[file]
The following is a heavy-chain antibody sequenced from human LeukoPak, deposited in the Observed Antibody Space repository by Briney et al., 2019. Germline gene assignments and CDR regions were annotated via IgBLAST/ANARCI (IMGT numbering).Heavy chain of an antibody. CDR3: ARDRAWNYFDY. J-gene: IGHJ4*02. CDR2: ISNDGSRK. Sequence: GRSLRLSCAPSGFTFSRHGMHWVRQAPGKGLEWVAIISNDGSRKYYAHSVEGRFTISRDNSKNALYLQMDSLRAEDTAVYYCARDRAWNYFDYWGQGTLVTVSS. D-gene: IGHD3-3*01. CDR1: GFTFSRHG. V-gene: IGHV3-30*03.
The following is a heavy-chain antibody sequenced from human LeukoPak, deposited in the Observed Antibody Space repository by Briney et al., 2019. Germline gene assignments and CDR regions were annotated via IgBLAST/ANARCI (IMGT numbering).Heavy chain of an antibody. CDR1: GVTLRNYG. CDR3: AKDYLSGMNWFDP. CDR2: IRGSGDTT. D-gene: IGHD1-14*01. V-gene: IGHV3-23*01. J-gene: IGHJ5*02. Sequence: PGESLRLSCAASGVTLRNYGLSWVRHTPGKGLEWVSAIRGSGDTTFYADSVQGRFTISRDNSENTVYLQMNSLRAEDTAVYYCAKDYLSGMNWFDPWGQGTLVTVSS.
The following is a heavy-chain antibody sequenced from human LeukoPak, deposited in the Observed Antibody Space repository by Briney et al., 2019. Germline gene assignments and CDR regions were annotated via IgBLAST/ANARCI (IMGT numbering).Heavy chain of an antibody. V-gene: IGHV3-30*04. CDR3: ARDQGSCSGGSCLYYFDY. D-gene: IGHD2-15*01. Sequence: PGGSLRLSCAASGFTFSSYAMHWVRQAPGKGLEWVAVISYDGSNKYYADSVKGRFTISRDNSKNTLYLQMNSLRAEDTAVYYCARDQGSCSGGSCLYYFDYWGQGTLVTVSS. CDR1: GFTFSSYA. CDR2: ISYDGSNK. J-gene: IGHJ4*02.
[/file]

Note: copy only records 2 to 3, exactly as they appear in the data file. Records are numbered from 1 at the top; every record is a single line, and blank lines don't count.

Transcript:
The following is a heavy-chain antibody sequenced from human LeukoPak, deposited in the Observed Antibody Space repository by Briney et al., 2019. Germline gene assignments and CDR regions were annotated via IgBLAST/ANARCI (IMGT numbering).Heavy chain of an antibody. CDR1: GVTLRNYG. CDR3: AKDYLSGMNWFDP. CDR2: IRGSGDTT. D-gene: IGHD1-14*01. V-gene: IGHV3-23*01. J-gene: IGHJ5*02. Sequence: PGESLRLSCAASGVTLRNYGLSWVRHTPGKGLEWVSAIRGSGDTTFYADSVQGRFTISRDNSENTVYLQMNSLRAEDTAVYYCAKDYLSGMNWFDPWGQGTLVTVSS.
The following is a heavy-chain antibody sequenced from human LeukoPak, deposited in the Observed Antibody Space repository by Briney et al., 2019. Germline gene assignments and CDR regions were annotated via IgBLAST/ANARCI (IMGT numbering).Heavy chain of an antibody. V-gene: IGHV3-30*04. CDR3: ARDQGSCSGGSCLYYFDY. D-gene: IGHD2-15*01. Sequence: PGGSLRLSCAASGFTFSSYAMHWVRQAPGKGLEWVAVISYDGSNKYYADSVKGRFTISRDNSKNTLYLQMNSLRAEDTAVYYCARDQGSCSGGSCLYYFDYWGQGTLVTVSS. CDR1: GFTFSSYA. CDR2: ISYDGSNK. J-gene: IGHJ4*02.